It is becoming increasingly clear that the Yankees will make a big move in the next four days. Earlier in the month it might have appeared that the trade market was relatively bare and that there was no clear upgrade for the Yankees. Yet, as happens every year, the story has changed as we have approached the non-waiver trade deadline. The Yankees have a definite need in the rotation, and there are a couple of starters on the market who could help fill that.
Ubaldo Jimenez and Hiroki Kuroda could not be more different. One’s old, one’s young; one throws a mid-90s fastball, the other in the low 90s; one relies on ground balls, while the other is more the strikeout type; one is 36 and a free agent at year’s end, while the other is 27 and has two more years before reaching free agency; one will cost a bounty in prospects, while the other might not even agree to a trade. Yet both of them can help the Yankees rotation by slotting into the upper portion. In the coming days we could see one of them in pinstripes. Which one makes more sense?
If you look at only ERA, you might wonder how in the world Jimenez has out-performed Kuroda. Jimenez owns a 4.20 ERA, while Kuroda is at 3.11. Of course, that would suggest that ERA is completely under the pitcher’s control, which it is not. Jimenez has both a lower FIP and xFIP than Kuroda. He also has performed much better since struggling earlier in the year, producing a 3.03 ERA in his last 11 starts. Again, ERA isn’t everything, but he’s also struck out a batter per inning in that span, while walking just 17 (2.14 per nine).
Considering Jimenez got a late start in the spring, and missed two weeks in April, it’s understandable that he needed most of May to round back into form. But now he’s in that form, and he’s looking like an ace again. This isn’t a knock on Kuroda, whose performances have been very good since coming to the States in 2008. But in that span Jimenez ranks 10th in all of baseball with 18.8 WAR. His ERA, FIP, and xFIP are all relatively in line with Kuroda, but he has pitched 130 more innings.
It’s hard to make an argument that the Dodgers would get even one of the Yankees’ top five prospects in exchange for Kuroda. He’s a free agent after the season, and if he doesn’t retire he’ll either re-sign with the Dodgers or move back to Japan. In fact, it’s not even a sure thing that he’ll waive his no-trade clause: “My honest feeling is that I can’t fathom wearing another uniform than the Dodgers uniform right now,” he said yesterday. The point might be moot.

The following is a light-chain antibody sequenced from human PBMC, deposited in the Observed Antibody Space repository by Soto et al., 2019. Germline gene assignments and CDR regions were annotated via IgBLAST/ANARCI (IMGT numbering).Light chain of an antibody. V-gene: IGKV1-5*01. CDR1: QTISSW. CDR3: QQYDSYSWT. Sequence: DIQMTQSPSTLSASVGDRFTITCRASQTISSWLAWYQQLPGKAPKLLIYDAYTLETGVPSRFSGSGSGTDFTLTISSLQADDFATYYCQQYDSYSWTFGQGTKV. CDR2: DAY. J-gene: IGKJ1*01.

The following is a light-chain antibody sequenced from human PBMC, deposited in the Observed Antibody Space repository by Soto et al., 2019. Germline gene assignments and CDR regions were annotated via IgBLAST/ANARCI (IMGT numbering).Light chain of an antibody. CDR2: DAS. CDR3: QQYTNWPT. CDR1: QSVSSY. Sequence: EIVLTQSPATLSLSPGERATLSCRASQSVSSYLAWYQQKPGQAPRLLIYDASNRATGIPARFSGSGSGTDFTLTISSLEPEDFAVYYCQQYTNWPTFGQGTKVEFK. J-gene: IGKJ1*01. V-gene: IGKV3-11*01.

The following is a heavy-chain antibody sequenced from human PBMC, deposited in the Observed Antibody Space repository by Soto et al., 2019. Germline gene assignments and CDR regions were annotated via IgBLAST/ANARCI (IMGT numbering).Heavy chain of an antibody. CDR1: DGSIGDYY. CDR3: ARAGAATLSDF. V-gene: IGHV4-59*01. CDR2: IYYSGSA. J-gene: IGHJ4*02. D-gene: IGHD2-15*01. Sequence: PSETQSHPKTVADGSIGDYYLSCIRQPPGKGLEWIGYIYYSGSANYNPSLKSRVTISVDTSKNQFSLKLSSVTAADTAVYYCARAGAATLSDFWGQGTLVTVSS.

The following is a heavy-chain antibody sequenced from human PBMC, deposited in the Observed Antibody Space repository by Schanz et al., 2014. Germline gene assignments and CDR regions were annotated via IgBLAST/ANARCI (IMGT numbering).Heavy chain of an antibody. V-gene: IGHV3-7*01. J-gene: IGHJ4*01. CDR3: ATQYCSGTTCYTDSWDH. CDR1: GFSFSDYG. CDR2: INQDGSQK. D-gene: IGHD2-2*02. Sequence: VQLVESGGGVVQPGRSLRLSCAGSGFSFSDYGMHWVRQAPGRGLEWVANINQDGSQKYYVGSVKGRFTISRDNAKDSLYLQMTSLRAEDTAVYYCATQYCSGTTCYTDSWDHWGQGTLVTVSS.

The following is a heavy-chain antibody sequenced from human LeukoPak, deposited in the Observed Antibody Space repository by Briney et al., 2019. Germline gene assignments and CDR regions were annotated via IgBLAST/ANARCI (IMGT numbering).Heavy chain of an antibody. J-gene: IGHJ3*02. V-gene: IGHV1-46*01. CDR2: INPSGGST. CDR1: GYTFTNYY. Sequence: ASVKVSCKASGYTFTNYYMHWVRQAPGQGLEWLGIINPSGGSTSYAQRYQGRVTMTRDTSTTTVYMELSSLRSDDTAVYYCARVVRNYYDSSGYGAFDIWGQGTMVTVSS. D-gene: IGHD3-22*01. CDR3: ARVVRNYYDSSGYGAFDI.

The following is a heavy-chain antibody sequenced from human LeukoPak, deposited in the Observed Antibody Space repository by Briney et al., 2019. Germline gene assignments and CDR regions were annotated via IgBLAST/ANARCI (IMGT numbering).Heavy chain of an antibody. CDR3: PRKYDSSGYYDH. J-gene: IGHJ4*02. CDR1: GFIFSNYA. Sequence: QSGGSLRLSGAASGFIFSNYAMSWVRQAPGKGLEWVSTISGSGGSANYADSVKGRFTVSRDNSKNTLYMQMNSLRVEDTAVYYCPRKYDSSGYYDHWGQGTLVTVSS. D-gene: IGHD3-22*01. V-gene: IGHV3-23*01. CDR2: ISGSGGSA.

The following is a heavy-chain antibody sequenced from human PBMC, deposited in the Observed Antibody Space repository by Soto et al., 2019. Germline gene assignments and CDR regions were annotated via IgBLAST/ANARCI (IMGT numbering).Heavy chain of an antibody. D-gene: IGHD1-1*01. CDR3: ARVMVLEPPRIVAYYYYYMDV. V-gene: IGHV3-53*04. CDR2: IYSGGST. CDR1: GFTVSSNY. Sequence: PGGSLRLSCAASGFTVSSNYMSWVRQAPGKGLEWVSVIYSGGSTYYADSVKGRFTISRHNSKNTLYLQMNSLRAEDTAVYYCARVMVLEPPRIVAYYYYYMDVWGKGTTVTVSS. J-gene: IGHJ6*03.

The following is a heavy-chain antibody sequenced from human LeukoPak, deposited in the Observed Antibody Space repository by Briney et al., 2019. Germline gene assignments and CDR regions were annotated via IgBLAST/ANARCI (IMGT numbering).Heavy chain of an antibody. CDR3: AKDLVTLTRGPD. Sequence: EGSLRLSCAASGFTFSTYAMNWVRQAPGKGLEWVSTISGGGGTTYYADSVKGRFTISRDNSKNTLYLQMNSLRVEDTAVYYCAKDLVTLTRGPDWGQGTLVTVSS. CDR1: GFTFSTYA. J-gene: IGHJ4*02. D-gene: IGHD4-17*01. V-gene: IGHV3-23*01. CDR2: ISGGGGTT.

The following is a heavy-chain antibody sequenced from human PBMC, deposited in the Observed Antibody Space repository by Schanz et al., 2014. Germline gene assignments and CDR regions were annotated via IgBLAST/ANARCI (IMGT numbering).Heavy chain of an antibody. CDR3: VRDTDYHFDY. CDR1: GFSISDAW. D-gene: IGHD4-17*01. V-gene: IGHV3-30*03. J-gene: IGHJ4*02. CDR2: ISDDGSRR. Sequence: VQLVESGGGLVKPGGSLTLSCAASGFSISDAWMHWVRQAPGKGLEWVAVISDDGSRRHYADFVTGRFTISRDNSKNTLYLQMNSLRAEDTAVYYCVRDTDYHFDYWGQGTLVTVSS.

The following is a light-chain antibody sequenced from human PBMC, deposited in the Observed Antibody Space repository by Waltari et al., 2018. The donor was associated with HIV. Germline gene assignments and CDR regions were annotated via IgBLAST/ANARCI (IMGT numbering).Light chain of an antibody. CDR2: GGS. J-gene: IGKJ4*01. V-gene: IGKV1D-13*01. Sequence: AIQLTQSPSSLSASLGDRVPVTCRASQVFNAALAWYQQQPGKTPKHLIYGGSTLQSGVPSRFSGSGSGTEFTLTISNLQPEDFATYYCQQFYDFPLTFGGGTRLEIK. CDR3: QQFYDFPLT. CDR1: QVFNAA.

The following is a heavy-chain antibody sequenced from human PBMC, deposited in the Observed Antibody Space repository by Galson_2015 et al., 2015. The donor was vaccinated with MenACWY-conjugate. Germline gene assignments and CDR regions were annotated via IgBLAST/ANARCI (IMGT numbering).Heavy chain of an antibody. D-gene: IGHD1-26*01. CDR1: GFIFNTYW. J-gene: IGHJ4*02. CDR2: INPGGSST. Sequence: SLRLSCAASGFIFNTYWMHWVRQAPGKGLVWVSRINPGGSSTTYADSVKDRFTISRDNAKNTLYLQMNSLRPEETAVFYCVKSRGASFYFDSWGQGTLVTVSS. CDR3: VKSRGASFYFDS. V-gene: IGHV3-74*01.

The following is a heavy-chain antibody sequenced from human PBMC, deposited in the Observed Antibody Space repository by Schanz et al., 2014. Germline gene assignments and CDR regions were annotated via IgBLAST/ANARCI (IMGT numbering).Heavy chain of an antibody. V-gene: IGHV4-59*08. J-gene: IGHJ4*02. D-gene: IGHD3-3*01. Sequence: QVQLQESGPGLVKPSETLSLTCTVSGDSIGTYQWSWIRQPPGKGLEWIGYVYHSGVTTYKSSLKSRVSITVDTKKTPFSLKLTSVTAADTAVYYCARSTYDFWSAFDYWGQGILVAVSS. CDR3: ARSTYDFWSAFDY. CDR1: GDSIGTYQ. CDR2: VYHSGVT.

Jimenez, on the other hand, is said to cost three of the Yankees’ top prospects. If that seems like a steep price, well, it is. But remember, the payoff is a top-15 pitcher since 2008, so he’s not only good, but he has a track record. Is that worth eighteen years of total team control on three top prospects? It’s impossible to get a strong consensus on that, because of the polarizing prospect bias. Some think you always trade prospects for vets, while others would rather hang onto every prospect.
Yet here’s an interesting twist. CBS Sports’s Danny Knobler mentioned that the Rockies want three or four players from this list: Jesus Montero, Austin Romine, Dellin Betances, Ivan Nova, or Phil Hughes. If they can get Hughes into that deal, maybe that changes things. Hughes, Betances, and Romine is a much easier pill to swallow than Nova, Betances, and Montero. Though when we hold this up to the reality test, and we see Hughes’s performances lately, it’s tough to imagine that the Rockies are interested.
Overall Help: Jimenez
Jimenez not only slots into the Yankees rotation right behind Sabathia this year, but he could remain there for at least the next two. That takes the pressure off the Yanks to make a splash in the free agent markets to come, which don’t appear particularly strong. Remember, many teams are locking up their young aces, and so we won’t see many of them reach free agency. That’s where the Yankees are strongest. They might have to make a sacrifice now in order to maintain a strong rotation.
If the Yankees get Kuroda, they might be tempted to spend $90 million on C.J. Wilson this winter. While that wouldn’t be the worst investment — I fully believe he’ll perform better than A.J. Burnett, though that’s not setting the bar particularly high — it’s another big contract for a player around age 30. It might cost some pieces from their farm system, but getting Jimenez in pinstripes means they can forget about the free agent class this winter and focus on developing from within. They’ll have three surefire bets for the rotation next year in Sabathia, Jimenez, and Burnett, with a few guys from the farm who could step into those final two spots.
Jimenez’s contract, too makes matters a bit easier. He’ll be a No. 2 getting paid like someone of lesser ability, and so can free up payroll for the Yankees to make other acquisitions. While the Yankees do play a different game than everyone else, I’m sure they’d like to play the value game every once in a while. After all, they need cost-controlled players so that they can continue spending $180 million on guys like Teixeira and $160 million on guys like Sabathia.
There is nothing wrong with the Yankees’ pursuit of Hiroki Kuroda, and if they ended up with him by Sunday I’d honestly be thrilled. He’ll provide an upgrade over their current fifth starter, Phil Hughes, and will stabilize the rotation heading into the playoffs. Jimenez, on the other hand, will be their No. 2 for years to come. He’ll cost considerably more, but he brings more benefits, both in the short and long term. It hurts to give up prospects, but in this case, considering the alternatives — and the alternative of doing nothing — Jimenez makes the most sense.